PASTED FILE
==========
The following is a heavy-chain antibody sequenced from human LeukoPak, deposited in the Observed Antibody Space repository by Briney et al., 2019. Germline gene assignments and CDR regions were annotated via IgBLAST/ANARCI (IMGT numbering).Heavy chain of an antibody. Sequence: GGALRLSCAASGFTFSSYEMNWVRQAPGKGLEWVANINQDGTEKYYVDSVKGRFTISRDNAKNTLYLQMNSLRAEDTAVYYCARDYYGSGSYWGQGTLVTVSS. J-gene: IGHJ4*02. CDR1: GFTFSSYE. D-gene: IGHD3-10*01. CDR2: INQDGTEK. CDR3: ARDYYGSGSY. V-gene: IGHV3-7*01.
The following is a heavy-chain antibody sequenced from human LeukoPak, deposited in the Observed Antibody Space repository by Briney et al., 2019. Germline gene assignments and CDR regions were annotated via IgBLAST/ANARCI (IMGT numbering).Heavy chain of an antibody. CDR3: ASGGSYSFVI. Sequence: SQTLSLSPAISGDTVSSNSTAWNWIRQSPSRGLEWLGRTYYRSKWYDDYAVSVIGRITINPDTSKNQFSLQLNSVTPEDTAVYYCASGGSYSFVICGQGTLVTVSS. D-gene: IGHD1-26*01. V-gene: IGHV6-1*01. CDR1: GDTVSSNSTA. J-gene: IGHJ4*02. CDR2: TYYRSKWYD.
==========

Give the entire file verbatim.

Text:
The following is a heavy-chain antibody sequenced from human LeukoPak, deposited in the Observed Antibody Space repository by Briney et al., 2019. Germline gene assignments and CDR regions were annotated via IgBLAST/ANARCI (IMGT numbering).Heavy chain of an antibody. Sequence: GGALRLSCAASGFTFSSYEMNWVRQAPGKGLEWVANINQDGTEKYYVDSVKGRFTISRDNAKNTLYLQMNSLRAEDTAVYYCARDYYGSGSYWGQGTLVTVSS. J-gene: IGHJ4*02. CDR1: GFTFSSYE. D-gene: IGHD3-10*01. CDR2: INQDGTEK. CDR3: ARDYYGSGSY. V-gene: IGHV3-7*01.
The following is a heavy-chain antibody sequenced from human LeukoPak, deposited in the Observed Antibody Space repository by Briney et al., 2019. Germline gene assignments and CDR regions were annotated via IgBLAST/ANARCI (IMGT numbering).Heavy chain of an antibody. CDR3: ASGGSYSFVI. Sequence: SQTLSLSPAISGDTVSSNSTAWNWIRQSPSRGLEWLGRTYYRSKWYDDYAVSVIGRITINPDTSKNQFSLQLNSVTPEDTAVYYCASGGSYSFVICGQGTLVTVSS. D-gene: IGHD1-26*01. V-gene: IGHV6-1*01. CDR1: GDTVSSNSTA. J-gene: IGHJ4*02. CDR2: TYYRSKWYD.